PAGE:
Android flagships like Samsung's Galaxy S8 also have impressive cameras, but Apple's deep integration of hardware and software makes technical specs less important than how the iOS Camera app functions in reality.
Even former Googler Vic Gundotra, who oversaw Google+, admits that Android phones have fallen behind the iPhone when it comes to photography.
"Here is the problem: It's Android," Gundotra wrote in a Facebook post. "Android is an open source (mostly) operating system that has to be neutral to all parties. This sounds good until you get into the details. Ever wonder why a Samsung phone has a confused and bewildering array of photo options? Should I use the Samsung Camera? Or the Android Camera? Samsung Gallery or Google Photos? It's because when Samsung innovates at the hardware level (like a better camera) they have to convince Google to allow that innovation to be surfaced to other applications via the appropriate API. That can take years.
"Apple doesn't have all these constraints," Gundotra continued. "They innovate in the underlying hardware, and just simply update the software with their latest innovations (like Portrait mode) and ship it. Bottom line: If you truly care about great photography, you own an iPhone. If you don't mind being a few years behind, buy an Android."
Those are bold words, but Apple is setting out to prove they're true if the camera-specific code we're seeing in iOS 11 is any indication.
Get Ready for 'SmartCamera'
Apple’s HomePod is spilling all of the company’s secrets about the upcoming iPhone. The firmware code Apple released for its upcoming speaker is full of Easter eggs hinting at what’s to come — not for the HomePod itself, but for the iPhone 8.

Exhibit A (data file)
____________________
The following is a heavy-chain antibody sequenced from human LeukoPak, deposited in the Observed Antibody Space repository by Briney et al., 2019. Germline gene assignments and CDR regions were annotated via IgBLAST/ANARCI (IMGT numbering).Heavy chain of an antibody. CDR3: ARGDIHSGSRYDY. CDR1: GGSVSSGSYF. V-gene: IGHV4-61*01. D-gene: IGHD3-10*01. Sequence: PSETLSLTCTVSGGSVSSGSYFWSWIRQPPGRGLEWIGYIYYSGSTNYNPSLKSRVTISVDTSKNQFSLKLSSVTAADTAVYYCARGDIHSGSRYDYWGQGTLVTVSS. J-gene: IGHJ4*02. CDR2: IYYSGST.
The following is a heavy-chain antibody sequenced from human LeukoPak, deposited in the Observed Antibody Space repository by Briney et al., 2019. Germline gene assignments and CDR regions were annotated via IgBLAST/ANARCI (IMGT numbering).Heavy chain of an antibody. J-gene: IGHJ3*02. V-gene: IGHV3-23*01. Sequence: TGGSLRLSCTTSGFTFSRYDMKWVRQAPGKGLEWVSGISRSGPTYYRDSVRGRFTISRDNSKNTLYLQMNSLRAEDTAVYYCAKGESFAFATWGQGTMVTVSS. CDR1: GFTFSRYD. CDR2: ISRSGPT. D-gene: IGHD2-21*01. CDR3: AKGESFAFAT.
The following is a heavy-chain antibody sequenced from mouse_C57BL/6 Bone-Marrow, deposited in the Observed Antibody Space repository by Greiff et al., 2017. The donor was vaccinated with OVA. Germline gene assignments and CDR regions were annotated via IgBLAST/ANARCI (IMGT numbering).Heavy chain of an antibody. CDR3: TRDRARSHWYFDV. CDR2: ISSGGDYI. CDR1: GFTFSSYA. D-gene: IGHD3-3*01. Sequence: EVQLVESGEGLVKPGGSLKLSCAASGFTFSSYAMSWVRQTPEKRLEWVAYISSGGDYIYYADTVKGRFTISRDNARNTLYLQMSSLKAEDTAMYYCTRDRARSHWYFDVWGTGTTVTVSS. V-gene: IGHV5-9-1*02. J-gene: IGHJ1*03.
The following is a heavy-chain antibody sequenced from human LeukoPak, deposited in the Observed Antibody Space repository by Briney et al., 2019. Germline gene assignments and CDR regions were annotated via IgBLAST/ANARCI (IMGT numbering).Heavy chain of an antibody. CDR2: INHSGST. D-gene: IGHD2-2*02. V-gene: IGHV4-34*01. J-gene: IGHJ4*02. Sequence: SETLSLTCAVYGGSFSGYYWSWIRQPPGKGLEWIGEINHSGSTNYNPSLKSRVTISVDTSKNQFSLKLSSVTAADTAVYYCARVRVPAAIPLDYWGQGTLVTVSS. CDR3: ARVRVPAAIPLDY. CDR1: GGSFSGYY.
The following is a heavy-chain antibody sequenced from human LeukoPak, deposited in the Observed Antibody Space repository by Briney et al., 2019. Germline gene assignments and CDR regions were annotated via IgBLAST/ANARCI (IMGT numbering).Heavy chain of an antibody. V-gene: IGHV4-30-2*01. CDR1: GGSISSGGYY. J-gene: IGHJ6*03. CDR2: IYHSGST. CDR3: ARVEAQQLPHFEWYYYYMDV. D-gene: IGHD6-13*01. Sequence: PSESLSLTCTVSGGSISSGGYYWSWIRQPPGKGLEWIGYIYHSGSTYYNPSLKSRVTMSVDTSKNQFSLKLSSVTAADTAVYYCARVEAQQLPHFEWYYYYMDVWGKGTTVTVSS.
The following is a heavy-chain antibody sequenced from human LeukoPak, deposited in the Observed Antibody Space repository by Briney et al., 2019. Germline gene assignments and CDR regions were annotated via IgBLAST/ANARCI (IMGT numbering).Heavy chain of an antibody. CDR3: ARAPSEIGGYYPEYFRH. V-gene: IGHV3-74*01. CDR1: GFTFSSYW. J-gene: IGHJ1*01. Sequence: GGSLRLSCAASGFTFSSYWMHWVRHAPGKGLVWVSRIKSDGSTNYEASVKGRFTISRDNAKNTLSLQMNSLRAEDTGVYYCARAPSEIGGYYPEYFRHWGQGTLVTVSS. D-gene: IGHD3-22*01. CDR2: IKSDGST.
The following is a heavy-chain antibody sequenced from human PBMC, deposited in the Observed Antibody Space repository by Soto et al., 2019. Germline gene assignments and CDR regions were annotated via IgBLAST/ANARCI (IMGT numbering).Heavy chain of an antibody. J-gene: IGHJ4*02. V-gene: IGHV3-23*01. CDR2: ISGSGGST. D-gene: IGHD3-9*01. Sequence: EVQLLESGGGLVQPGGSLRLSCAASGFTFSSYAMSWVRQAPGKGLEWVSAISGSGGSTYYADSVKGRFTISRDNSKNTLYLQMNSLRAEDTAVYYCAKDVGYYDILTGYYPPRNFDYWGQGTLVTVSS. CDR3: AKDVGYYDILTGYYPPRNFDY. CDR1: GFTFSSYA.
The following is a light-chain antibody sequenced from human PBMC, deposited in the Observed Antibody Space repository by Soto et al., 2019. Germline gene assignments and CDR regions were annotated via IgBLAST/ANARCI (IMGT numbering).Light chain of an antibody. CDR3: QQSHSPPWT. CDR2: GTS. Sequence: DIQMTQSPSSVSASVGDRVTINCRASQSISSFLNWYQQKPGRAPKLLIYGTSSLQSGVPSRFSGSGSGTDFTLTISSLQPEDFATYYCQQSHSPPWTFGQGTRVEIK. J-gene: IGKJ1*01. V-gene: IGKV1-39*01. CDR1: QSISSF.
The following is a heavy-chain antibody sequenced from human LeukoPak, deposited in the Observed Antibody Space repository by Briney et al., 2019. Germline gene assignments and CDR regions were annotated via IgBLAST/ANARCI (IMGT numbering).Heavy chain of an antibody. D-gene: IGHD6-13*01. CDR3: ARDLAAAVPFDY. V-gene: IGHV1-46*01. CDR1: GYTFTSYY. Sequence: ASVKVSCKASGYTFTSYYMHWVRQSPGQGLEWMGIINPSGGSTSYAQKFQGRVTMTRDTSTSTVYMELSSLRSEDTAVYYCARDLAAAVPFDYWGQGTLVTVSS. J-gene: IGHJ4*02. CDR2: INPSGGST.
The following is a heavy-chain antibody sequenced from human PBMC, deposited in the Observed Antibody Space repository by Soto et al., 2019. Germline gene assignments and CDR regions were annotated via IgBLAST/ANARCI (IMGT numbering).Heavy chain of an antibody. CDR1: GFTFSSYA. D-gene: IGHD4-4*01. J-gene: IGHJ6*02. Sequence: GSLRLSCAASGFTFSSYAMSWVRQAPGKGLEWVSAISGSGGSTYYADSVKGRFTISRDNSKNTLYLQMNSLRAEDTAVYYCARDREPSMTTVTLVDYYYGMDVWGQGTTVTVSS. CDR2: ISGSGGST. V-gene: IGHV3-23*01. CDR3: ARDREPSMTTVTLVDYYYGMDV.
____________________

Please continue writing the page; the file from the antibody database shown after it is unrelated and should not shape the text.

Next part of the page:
Developer Guilherme Rambo dug into the HomePod code in iOS 11.0.2 and discovered a “SmartCamera” feature that will automatically detect the scene or object you’re shooting and optimize its settings to take the best photo.
The scenes Rambo found in the HomePod code include fireworks, snow, sunrise, sunset and a bright stage — all difficult to shoot without granular controls. Apple also included a “FreezeMotion” feature that can detect fast-moving subjects like pets and babies.
As MacRumors noted, the iOS Photos app already uses facial detection and object recognition to help you sift through your images to find selfies and places. But it looks like Apple wants to expand that technology to the Camera app itself, which will make capturing specific scenes and subjects easier.
Pay With Your Face
Rambo also found data strings in HomePod’s code that reference something called “pearl,” which looks like it might be a codename for facial recognition. Rumor has it that Apple is looking to ditch the iPhone’s physical home button but is trying to figure out what to do with Touch ID. The firmware code indicates that Apple has developed a way to use facial recognition to authenticate payments and unlock phones, rendering a fingerprint sensor unnecessary.
If biometric scanning doesn’t pan out, Apple is also reportedly eyeing screens with fingerprint sensors embedded in them, although developer Steve Troughton-Smith dug through the iOS 11 beta and said there’s no reference to an under-the-display Touch ID sensor.
Another option is moving Touch ID to the back of the phone, although that’s an awkward design decision that Apple’s rivals like Samsung have gone with for their own edge-to-edge displays. It’s unlikely that Apple design chief Jony Ive would follow the crowd on that one.
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Caitlin is a Senior editor for Gizmodo. She has also worked on Tom's Guide, Macworld, PCWorld and the Las Vegas Review-Journal. When she's not testing out the latest devices, you can find her running around the streets of Los Angeles, putting in morning miles or searching for the best tacos.